Author + information
- Gilbert Wijntjens1,
- Tim van de Hoef2,
- Valérie Stegehuis3,
- Martijn Meuwissen4,
- Mauro Echavarria Pinto5,
- Steven Chamuleau6,
- Michiel Voskuil7,
- Karel Koch2,
- Robbert de Winter2 and
- Jan Piek8
- 1Academisch Medisch Centrum, Amsterdam, Netherlands
- 2Academic Medical Center - University of Amsterdam, Amsterdam, Netherlands
- 3Academic Medical Center, Amsterdam, Netherlands
- 4Breda Amphia Ziekenhuis, Breda, Netherlands
- 5Hospital General ISSSTE, Queretaro, Querétaro, Mexico
- 6UMCU, Utrecht, Netherlands
- 7University Medical Center Utrecht, Utrecht, Netherlands
- 8Academic Medical Center, University of Amsterdam, Amsterdam, Netherlands
Coronary flow capacity (CFC) is a new concept that integrates coronary flow reserve (CFR) with hyperemic flow to provide an enhanced diagnosis of myocardial ischemia. CFC distinguishes severely, moderately and mildly reduced CFC from normal CFC, wherein moderately and severely reduced CFC are associated with ischemia. We compared the diagnostic accuracy of combined pressure and flow indices like hyperemic stenosis resistance (HSR) and basal stenosis resistance (BSR), with pressure-only indices for moderately/severely reduced CFC.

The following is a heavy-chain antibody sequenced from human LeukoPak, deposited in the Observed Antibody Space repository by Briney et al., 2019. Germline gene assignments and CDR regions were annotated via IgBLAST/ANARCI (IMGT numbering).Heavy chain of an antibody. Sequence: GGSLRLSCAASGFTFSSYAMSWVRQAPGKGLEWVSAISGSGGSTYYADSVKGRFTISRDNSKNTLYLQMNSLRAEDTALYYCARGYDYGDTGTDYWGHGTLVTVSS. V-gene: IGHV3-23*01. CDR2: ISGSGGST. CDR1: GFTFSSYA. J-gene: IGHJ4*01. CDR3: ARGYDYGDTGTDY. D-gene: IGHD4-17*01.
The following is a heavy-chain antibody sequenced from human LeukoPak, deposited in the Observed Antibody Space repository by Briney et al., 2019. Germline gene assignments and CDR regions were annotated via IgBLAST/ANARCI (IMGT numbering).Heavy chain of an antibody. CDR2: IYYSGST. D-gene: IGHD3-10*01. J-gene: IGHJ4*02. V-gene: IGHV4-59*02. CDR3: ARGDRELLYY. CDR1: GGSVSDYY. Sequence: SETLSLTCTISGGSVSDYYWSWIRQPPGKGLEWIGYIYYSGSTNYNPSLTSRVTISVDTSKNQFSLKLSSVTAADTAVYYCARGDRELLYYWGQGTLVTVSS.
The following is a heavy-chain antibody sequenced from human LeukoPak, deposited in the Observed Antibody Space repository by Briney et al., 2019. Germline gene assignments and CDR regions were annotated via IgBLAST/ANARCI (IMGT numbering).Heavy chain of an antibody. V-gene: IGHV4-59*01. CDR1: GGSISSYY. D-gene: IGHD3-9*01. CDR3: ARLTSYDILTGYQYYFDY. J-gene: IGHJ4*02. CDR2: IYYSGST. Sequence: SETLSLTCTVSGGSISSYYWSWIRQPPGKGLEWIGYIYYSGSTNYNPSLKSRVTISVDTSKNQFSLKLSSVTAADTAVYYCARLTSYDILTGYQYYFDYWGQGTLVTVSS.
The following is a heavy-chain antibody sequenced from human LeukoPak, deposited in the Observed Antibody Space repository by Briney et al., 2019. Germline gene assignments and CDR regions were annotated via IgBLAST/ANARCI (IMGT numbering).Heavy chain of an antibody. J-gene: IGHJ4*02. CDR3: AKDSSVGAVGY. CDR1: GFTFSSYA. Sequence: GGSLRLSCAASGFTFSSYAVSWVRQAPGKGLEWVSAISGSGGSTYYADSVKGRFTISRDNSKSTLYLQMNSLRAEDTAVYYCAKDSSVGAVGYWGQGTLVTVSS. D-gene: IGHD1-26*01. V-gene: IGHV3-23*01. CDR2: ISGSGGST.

We evaluated 299 lesions with combined pressure and flow measurements during rest and hyperemia. The discriminative value for moderately/severely reduced CFC was compared by means of the area under the receiver operating characteristic (ROC) curves (AUC). Classification agreement with the reference standard was determined using ROC curve-derived ischemic cut-off values.
The discriminative value of HSR for moderately/severely reduced CFC significantly exceeded that of BSR, Pd/Pa and fractional flow reserve (FFR)(AUC: 0.906 versus 0.853, 0.842 and 0.820, respectively, p<0.001)(fig 1). Optimal ischemic cut-points for HSR, BSR, Pd/Pa and FFR were ≥0.72mmHg (sens 82.5%, spec 81.7%), ≥0.65mmHg (sens 76.3%, spec 81.7%), ≤0.89 (sens 75.0%, spec 85.4%) and ≤0.76 (sens 72.5%, spec 76.3%), respectively. The classification agreement of HSR, BSR, and Pd/Pa with moderately/severely reduced CFC was equivalent, but exceeded that of FFR.
HSR is a better diagnostic index to identify myocardial ischemia as defined by moderately/reduced CFC as compared to pressure-only indices.
IMAGING: FFR and Physiologic Lesion Assessment